The deadline for the CMS to approve or deny a controversial Medicaid expansion waiver request by Arizona is Friday. The state’s Republican governor, Doug Ducey, wants to transition Arizona from a traditional Medicaid expansion put in place by his predecessor to a more conservative one.
Ducey wants to make premium contributions mandatory, regardless of beneficiary income level. Those whose income is above the poverty line and don’t pay, coverage would be canceled. The waiver would also require unemployed beneficiaries to show they’re looking for work and terminate benefits for “able-bodied adults” after five years.
The requests were made when applying to renew a 1115 waiver in place since 1989 that allows the state to place most beneficiaries in managed care. If the CMS doesn’t allow the changes, state law requires Arizona to re-apply for them each year. Since expanding Medicaid, 315,000 people have gained coverage.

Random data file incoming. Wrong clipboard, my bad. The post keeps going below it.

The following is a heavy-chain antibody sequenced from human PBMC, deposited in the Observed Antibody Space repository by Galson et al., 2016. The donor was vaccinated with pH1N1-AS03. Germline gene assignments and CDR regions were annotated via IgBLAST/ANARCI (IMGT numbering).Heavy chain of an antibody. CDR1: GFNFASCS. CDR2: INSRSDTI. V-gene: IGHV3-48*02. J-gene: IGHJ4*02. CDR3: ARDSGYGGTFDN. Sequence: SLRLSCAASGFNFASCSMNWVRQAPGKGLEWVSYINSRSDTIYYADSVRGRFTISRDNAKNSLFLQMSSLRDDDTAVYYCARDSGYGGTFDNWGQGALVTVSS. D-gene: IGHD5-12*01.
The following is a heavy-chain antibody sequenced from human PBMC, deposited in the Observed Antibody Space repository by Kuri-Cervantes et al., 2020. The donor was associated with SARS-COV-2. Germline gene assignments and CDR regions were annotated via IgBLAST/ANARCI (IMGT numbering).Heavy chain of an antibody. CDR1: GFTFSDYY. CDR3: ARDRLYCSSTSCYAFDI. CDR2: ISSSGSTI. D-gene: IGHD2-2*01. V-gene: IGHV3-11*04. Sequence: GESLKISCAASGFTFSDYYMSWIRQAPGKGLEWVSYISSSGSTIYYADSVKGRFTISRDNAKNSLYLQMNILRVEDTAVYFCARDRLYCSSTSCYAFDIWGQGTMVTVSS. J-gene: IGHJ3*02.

Hospitals in the state are against several of the changes. “A five-year limit on benefits is arbitrary and would needlessly limit a person’s access to medical services,” Greg Vigdor, CEO of the Arizona Hospital and Healthcare Association, wrote in a letter to the state’s health department last year.
The association also raised flags about the premium lockouts. If patients lose coverage, they are likely to seek care in less appropriate, more expensive settings such as emergency departments.